Most likely, your children are NOT getting enough of this essential vitamin. Old wives’ tales suggest, if your child is drinking milk and playing outside, then they are fulfilling their daily requirement of Vitamin D. Unfortunately, this is not completely true and according to the American Academy of Pediatrics, now more then ever children are Vitamin D deficient. This is due mainly to lifestyle change, sunscreen use, and consuming diets low in Vitamin D.
Importance of Vitamin D
Vitamin D is a fat-soluble vitamin that is naturally found in food sources, can be produced in the body from exposure to UV rays (sunlight), and taken as a supplement. Vitamin D helps the body absorb minerals like calcium and phosphorus through the gut. Without adequate Vitamin D a child can develop rickets, (a bone softening disease that can lead to bone deformities and fractures) and can keep your child from reaching their ideal height and bone mass (up to 90% of our peak bone mass is developed by age 18).
In addition to building strong bones and teeth, Vitamin D:
- Aids in hormone regulation
- Promotes a healthy immune system
- Supports insulin production
- Facilitates cell growth
Sources of Vitamin D
Vitamin D is known as the “sunshine vitamin” because it is made in the body from exposure to sunlight (UV rays). It can be also be consumed through food, or by taking supplements. The best source is through sunlight; however, your child’s body is unable to produce Vitamin D when it is covered in sunscreen or layered with clothing. To ensure you child is getting adequate amounts of Vitamin D it is best to chat with your child’s pediatrician to determine their specific need. On average children 1 year or older require about 600 IU, or 15mcg of Vitamin D a day. Since experts warn too much exposure to UV rays can result in skin conditions and cancer it is best to consider food sources to get enough Vitamin D.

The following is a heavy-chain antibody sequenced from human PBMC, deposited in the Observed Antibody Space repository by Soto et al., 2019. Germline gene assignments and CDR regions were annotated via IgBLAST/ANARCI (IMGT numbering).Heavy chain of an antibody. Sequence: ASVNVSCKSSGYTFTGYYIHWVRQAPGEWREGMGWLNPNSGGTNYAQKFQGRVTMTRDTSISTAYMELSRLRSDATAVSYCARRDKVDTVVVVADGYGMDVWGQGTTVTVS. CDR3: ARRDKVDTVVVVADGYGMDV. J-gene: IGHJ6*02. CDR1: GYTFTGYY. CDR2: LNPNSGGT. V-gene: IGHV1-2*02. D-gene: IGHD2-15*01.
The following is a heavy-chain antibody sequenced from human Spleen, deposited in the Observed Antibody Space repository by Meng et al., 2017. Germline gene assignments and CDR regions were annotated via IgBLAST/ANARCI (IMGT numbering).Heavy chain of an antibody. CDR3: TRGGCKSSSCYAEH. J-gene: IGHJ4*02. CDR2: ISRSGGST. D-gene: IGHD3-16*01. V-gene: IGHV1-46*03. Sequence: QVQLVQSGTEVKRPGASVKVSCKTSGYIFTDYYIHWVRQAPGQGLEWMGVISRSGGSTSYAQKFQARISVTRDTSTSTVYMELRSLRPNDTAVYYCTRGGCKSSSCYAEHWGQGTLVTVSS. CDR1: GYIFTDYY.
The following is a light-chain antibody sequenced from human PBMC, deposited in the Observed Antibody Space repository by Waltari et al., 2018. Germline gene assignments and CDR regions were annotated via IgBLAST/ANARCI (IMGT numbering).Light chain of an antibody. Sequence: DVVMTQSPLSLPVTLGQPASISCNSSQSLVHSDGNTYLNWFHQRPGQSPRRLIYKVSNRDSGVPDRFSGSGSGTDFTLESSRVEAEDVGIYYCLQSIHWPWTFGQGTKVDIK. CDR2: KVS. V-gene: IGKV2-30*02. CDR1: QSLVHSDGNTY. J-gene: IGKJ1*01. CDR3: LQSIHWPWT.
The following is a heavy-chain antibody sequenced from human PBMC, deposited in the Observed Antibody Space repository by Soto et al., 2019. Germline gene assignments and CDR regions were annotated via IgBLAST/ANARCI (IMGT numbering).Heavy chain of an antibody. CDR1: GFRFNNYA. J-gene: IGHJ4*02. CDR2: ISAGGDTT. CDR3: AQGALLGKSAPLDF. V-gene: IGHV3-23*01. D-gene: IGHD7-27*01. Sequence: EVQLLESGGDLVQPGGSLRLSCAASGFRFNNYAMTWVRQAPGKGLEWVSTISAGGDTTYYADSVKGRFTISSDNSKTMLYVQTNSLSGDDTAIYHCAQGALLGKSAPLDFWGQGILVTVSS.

Food Sources of Vitamin D and their value
- Salmon: 102 IU
- Fortified yogurt: 80 IU
- Canned tuna: 66 IU
- Orange juice, fortified with 25 percent of daily value for vitamin D: 50 IU
- Fortified milk (whole, low-fat, or skim): 49 IU
- Fortified American cheese: 40 IU
- Fortified, ready-to-eat cereal: 19 IU
- Mackerel: 11.6 IU
- Egg yolk: 10 IU
- Fortified margarine: 10 IU
- Swiss cheese: 6 IU
Check out this delish Tuna Noodle Casserole, that your children will LOVE and is packed with Vitamin D!
Tuna Noodle Casserole
4 oz shell pasta (whole wheat or @banza for extra protein)
2 cans white albacore tuna, packed in water, drained
2 ribs celery, chopped
1/4 cup red onion, chopped
1 cup frozen peas, boiled in water, then drained
1/4 cup light or avocado oil mayo
1/4 cup plain Greek yogurt
Salt and freshly ground black pepper, to taste
Garlic powder, to taste
Smoked paprika, to taste
- Cook noodles according to package instructions, until al dente. Drain then rinse under cold water.
- Cook peas, according to package. Drain, rinse and set aside.
- In a large bowl add chopped onion and celery, peas, cooked pasta, and drained tuna.
- Mix in mayo and Greek yogurt. Season with salt, pepper, garlic powder and paprika.
- Taste, adjust as needed adding a bit more mayo or seasonings.
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